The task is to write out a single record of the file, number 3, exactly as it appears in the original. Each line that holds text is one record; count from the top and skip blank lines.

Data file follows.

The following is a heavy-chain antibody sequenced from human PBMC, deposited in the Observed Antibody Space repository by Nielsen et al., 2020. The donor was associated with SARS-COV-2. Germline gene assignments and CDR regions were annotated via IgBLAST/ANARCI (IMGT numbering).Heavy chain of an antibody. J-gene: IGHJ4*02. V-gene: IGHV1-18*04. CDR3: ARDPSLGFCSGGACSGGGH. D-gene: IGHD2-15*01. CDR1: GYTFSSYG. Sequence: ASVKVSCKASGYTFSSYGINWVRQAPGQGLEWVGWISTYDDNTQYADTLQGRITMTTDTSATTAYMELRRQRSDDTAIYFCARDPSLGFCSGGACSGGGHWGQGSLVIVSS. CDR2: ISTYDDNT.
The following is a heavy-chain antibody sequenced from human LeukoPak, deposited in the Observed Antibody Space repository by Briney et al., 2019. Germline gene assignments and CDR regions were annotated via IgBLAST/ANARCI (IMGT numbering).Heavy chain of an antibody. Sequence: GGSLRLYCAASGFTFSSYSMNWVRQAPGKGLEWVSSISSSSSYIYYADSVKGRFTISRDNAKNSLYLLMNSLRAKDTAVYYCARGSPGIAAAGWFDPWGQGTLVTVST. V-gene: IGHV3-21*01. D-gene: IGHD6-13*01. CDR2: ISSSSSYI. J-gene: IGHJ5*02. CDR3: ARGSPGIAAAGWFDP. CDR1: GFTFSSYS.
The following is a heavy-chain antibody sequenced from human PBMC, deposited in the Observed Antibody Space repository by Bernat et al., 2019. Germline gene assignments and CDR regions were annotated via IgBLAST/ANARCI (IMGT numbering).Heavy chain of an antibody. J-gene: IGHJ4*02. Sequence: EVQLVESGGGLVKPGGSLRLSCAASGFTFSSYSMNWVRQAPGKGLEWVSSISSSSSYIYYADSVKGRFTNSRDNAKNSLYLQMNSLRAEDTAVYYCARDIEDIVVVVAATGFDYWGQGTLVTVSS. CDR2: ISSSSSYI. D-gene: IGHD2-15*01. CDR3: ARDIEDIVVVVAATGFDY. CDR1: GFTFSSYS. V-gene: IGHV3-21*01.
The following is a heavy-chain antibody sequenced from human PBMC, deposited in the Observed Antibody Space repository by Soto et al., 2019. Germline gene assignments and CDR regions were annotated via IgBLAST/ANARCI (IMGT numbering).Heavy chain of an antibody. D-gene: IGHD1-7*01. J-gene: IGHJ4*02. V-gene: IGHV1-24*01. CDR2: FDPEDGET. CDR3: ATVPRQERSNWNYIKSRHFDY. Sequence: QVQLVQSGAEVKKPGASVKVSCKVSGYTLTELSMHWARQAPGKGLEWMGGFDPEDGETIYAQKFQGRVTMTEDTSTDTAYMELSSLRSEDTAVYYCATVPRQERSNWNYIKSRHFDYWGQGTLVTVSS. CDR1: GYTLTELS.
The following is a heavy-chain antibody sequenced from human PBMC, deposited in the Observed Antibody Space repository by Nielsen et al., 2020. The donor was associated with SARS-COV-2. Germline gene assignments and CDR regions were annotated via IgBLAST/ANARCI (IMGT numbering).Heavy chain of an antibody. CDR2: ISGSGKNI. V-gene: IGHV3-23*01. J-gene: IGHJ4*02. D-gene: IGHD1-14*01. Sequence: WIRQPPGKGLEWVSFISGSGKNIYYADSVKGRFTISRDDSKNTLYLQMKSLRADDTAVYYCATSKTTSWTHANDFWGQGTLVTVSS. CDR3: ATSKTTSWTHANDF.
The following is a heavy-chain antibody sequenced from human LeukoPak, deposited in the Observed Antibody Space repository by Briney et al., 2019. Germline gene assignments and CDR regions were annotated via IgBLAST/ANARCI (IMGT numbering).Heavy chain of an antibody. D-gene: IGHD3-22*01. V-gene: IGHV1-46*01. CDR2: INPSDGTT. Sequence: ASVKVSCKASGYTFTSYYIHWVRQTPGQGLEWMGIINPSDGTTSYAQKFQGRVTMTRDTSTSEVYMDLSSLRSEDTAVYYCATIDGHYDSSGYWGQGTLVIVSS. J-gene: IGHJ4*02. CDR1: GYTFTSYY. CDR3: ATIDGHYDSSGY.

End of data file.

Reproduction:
The following is a heavy-chain antibody sequenced from human PBMC, deposited in the Observed Antibody Space repository by Bernat et al., 2019. Germline gene assignments and CDR regions were annotated via IgBLAST/ANARCI (IMGT numbering).Heavy chain of an antibody. J-gene: IGHJ4*02. Sequence: EVQLVESGGGLVKPGGSLRLSCAASGFTFSSYSMNWVRQAPGKGLEWVSSISSSSSYIYYADSVKGRFTNSRDNAKNSLYLQMNSLRAEDTAVYYCARDIEDIVVVVAATGFDYWGQGTLVTVSS. CDR2: ISSSSSYI. D-gene: IGHD2-15*01. CDR3: ARDIEDIVVVVAATGFDY. CDR1: GFTFSSYS. V-gene: IGHV3-21*01.